Due to injury, the Indians have turned to their bench more than they had hoped, but the bench has come through.
By TONY LASTORIAFS Ohio
The injury bug and a few strange circumstances have made it difficult for the
Cleveland Indians to put out their A-lineup in the early part of the season. But thanks to some good depth, they have managed to overcome those issues and play good baseball the first month-plus of the season.
First they lost lefty Scott Kazmir to a rib cage injury just hours before the start of the season. Shortly after that catcher Lou Marson went on the disabled list with a cervical strain, and after he returned for a few days he went right back on the disabled list with a shoulder injury.
Then they lost outfielder Michael Bourn two weeks into the season with a lacerated finger and he has not played since. They also lost righty Brett Myers to right elbow inflammation and he has been out a few weeks and will probably be out a few more. Recently, right-handed setup man Vinnie Pestano went on the disabled list with right elbow tendonitis.
They even lost catcher Carlos Santana for about a week after he injured his thumb, and even second baseman Jason Kipnis, shortstop Asdrubal Cabrera, and first baseman Nick Swisher have all missed a few games with some minor injuries.
Beyond the injuries the Indians have worked around a suspension for righty Carlos Carrasco at the outset of the season that forced him out of six games. They also dealt with a scary personal family matter with right-handed reliever Matt Albers that led to him being out for over a week.
Needless to say, the Indians have been trudging through a mine field this season with their 25-man roster, and while one single injury has not been devastating, the sheer amount of them has tested the depth the Indians worked so hard to build in the offseason.
To date, the returns have been favorable.
The injury to Pestano has allowed the Indians to get lefty Nick Hagadone and even lefty Scott Barnes into the mix in the bullpen. Both deserve to be in Cleveland – especially Hagadone who has a 2.25 ERA and 10.1 K/9 in nine appearances. Beyond them the Indians also have several more bullpen arms at Triple-A Columbus and Double-A Akron that are on the immediate big league radar just waiting for an opportunity.
The injuries to Kazmir and Myers really put the starting rotation in disarray for a few weeks. The rotation has since settled in thanks to Justin Masterson and Zach McAllister putting up very good starts night after night and Ubaldo Jimenez turning his season around. Kazmir has since returned and continues to pitch better each time out and righty Corey Kluber has filled in well for Myers putting up a 3.06 ERA and 8.2 K/9 in four appearances.
Yet, the biggest impact has been felt in the lineup.
With so many players missing time in the lineup, the Indians have had to turn to their bench players and use them as regulars for most of the first 31 games of the season. In previous years when they had to turn to the likes of outfielder Aaron Cunningham, outfielder Shelley Duncan, infielder Jason Donald and so on for every day duties that was a recipe for disaster.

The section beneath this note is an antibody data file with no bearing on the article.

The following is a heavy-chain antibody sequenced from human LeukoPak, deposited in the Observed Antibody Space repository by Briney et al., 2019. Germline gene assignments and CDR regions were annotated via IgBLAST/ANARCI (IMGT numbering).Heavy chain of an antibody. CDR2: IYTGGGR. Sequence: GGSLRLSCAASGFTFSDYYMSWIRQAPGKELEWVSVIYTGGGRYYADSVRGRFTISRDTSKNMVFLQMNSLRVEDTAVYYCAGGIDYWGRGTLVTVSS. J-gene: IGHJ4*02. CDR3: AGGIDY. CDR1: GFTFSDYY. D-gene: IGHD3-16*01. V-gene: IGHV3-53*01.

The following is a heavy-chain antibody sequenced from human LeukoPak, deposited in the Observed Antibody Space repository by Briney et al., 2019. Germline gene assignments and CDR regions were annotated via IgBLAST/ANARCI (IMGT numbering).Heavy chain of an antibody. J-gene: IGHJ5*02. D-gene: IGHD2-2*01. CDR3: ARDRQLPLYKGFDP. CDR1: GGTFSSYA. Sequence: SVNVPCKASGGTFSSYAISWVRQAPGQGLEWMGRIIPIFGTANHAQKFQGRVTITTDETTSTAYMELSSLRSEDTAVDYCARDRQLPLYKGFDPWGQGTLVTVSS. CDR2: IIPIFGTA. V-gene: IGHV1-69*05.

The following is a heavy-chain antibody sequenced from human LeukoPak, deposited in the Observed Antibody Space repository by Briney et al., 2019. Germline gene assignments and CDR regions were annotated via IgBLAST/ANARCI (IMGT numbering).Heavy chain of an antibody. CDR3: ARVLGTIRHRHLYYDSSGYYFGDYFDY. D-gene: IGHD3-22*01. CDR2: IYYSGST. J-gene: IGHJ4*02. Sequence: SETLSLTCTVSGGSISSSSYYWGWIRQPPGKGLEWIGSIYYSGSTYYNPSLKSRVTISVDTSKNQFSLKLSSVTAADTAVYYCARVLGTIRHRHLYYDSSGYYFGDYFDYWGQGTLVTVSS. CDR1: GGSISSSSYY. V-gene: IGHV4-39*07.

But the Indians shiny new toys added to the bench from several offseason moves have proven their worth. Pushed into more regular duty, infielder Mike Aviles, outfielder/infielder Ryan Raburn, and catcher Yan Gomes have all impacted the lineup both offensively and defensively. They have helped avoid the expected drop off when they have been inserted into the lineup for a regular, be it due to injury or to just give someone a day off.
Aviles finally gives the Indians a more than suitable backup option at shortstop as well as third base and second base. He is a true super utility player that they have on the bench as a luxury, and when put in at shortstop is not much of a step down from Cabrera and is good insurance at third base and second base for the struggling Lonnie Chisenhall and Jason Kipnis.
Raburn has quickly become a folk hero in Cleveland. He was a minor signing in the offseason after a few poor seasons in Detroit, but he quickly made his presence felt in spring training ripping three homers in his first 13 at bats in the spring. He has carried that thunder over into the season hitting .333 with four homers, 11 RBI and .968 OPS in 21 games and really helped cover up the loss of Bourn in the early going.
Gomes has been given an earlier opportunity than expected this season as he was supposed to spend most of the season at Columbus while Marson served as the caddy for Santana, but Gomes has made good on the opportunity given to him with Marson sidelined with injuries. Gomes is only hitting .212, but four of his seven hits have gone for extra bases. He has also really handled the pitching staff well and been impressive with his catch and throw skills behind the plate.
Over the course of a 162-game season, every team is going to deal with bumps and bruises that result in them having to rely on their depth to supplement the team while they get their regulars back healthy. The good teams find a way to overcome such injuries that can sometimes be devastating to the success of their season, and it usually comes down to having suitable replacement options on the bench or in the minors.
So far, the Indians approach in the offseason to improve the depth of the roster at the major league level has been a success and is a big reason why they have been able to stay afloat this season even in the wake of losing so many players to injury and other reasons.